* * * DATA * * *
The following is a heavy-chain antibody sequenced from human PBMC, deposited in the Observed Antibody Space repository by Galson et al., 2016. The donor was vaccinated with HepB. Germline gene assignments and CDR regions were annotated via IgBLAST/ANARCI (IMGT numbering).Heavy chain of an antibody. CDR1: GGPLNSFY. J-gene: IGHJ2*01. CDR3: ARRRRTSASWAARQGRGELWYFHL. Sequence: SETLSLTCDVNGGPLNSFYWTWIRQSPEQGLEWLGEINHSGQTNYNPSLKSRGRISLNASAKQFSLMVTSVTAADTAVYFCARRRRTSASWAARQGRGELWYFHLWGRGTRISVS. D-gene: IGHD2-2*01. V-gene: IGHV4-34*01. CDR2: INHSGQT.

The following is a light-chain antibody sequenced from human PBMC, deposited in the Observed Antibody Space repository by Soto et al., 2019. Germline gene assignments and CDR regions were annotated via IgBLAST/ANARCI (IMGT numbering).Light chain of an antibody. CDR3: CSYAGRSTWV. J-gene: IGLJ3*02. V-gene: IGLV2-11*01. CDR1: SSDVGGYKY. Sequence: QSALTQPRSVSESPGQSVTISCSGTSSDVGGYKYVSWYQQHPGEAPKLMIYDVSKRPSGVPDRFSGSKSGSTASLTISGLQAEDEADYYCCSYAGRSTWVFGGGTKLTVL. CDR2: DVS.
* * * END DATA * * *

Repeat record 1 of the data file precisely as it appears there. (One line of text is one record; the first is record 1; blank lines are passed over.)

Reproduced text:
The following is a heavy-chain antibody sequenced from human PBMC, deposited in the Observed Antibody Space repository by Galson et al., 2016. The donor was vaccinated with HepB. Germline gene assignments and CDR regions were annotated via IgBLAST/ANARCI (IMGT numbering).Heavy chain of an antibody. CDR1: GGPLNSFY. J-gene: IGHJ2*01. CDR3: ARRRRTSASWAARQGRGELWYFHL. Sequence: SETLSLTCDVNGGPLNSFYWTWIRQSPEQGLEWLGEINHSGQTNYNPSLKSRGRISLNASAKQFSLMVTSVTAADTAVYFCARRRRTSASWAARQGRGELWYFHLWGRGTRISVS. D-gene: IGHD2-2*01. V-gene: IGHV4-34*01. CDR2: INHSGQT.